So I spoke to the staff at my diabetes clinic, which are absolutely amazing, and they knew everything about me. And I talked to them in detail about it. And, you know, I says, 'What can I do? I can't, I've got this far, hell, I'm not giving up my dream now'. My mum, still tried to dissuade me. But, and they says, 'Well, we can try and get you on an insulin pump'. But they are not, unfortunately they're not available on the NHS at the moment. And they can, my particular clinic can only, can only sort of put so many people a year on them through the Primary Care Trust. And they basically, they basically said, 'Because you've lost so much vision at the age of 23, you're so young, and you want to maintain that vision for the rest of your life, and your job affects your, your blood sugars, we'll try and get you the funding for an insulin pump'. And they, they did. It came through. And that's been a, quite a tough ride, getting, getting it all balanced out. But it's amazing. And the first time that I did, I did a gig on stage and I sung, and I came off the stage and my sugar was 5.9. I was like, 'Yes'. Because the insulin pump had worked. I was so pleased. So that, that's how that came about.

 

Sophie wants to use an insulin pump to get and maintain good control and to give herself the best chances when she makes decisions about having children.

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Age at interview: 24
Sex: Female
Age at diagnosis: 12
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So my consultant first suggested it in February and beforehand it hadn’t been suggested and I was actually very adamant I didn’t want a pump. I’ve never really, before this year I’ve been very against having a pump just because I just, I feel like it would be. Again I’ve never experienced it but I feel like for me it would be quite restrictive and I think I’m quite scared to make that move. And it’s also I guess it’s that consciousness of having something on you all the time. But my consultant talked to me and she said, you know, “There’s different options.”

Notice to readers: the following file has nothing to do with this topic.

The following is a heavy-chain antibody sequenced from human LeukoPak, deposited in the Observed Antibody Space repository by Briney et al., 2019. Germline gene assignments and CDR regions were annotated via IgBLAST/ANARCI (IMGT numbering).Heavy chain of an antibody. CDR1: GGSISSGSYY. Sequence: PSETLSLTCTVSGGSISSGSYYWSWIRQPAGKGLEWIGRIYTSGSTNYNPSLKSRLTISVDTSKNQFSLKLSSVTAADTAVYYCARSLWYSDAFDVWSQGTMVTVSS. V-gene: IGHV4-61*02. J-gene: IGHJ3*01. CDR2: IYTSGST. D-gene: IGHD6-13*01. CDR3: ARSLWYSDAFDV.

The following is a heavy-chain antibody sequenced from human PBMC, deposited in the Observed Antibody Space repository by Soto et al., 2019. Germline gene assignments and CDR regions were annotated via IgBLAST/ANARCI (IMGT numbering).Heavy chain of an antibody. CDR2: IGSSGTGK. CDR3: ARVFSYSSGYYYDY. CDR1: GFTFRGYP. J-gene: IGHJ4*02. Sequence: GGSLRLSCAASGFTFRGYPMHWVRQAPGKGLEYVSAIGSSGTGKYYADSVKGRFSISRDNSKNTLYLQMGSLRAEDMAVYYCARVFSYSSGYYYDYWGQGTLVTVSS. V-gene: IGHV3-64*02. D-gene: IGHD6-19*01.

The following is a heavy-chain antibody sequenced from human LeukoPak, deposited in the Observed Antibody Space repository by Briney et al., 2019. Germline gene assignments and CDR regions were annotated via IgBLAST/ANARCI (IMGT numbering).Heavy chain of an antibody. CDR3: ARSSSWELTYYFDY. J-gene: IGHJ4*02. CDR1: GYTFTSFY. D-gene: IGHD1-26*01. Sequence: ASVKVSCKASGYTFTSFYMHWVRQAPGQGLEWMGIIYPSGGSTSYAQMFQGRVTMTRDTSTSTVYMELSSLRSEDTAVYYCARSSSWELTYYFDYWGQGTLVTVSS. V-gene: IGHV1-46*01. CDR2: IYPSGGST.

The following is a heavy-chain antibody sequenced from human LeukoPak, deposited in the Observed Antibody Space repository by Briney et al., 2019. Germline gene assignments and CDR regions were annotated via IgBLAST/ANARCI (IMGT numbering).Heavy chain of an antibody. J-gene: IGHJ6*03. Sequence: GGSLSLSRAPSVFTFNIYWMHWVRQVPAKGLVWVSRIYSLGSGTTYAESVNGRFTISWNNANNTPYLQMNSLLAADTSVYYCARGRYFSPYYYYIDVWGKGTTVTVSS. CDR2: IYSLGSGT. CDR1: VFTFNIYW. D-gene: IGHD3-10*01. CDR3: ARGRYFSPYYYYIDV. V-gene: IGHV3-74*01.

I told her my concerns and my worries and she told me the different options. So there is something called an Omnipod where it’s tubeless and it sits on your leg. And I thought actually that’s, that would be something I would definitely consider. And again after going through Instagram and sort of social media I’ve seen loads of people with it and it makes me more keen because people who have great experience of it, great experiences with it and they’re more, really happy with it. And like I can see how it looks on them and how they get on with things and where they put it. You know a lot of people on their backs or their thigh or their arms and it makes me realise actually it’s more versatile than I think I had in my head. And it’s not as scary as I think I built it up to be in my head. So I’m definitely sort of, I’m keen to try it and definitely see if it helps me, helps my control. If it doesn’t help my control then I’ll probably just stay on injections but if it’s something that made my life a lot easier and my control a lot better then it is something I would definitely be willing to try so.

So this doesn’t have the canulas that need to be replaced?

No, no it’s like I guess it’s like, I think, [laugh] a box. It’s about that big and it kind of. It’s almost like the CGMs but quite a bit bigger that kind of sticks on you and has a kin-, like an insulin pouch I guess in it that the canula just goes straight into you like a, like a sensor would in a CGM. So that’s, to me that’s more, something more I’d be interested in because I, again I see a lot of things where people have sort of tube blockages and where it stops or their tub-, their pump falls off or it gets knocks or a tube gets ripped out. And things like that I just, it scares me and I just think if, when I’m on injections haven’t got to worry about any of that and I can just do it and know that I’ve done it. But I do think there’s probably a possibility of getting better control with pump therapy.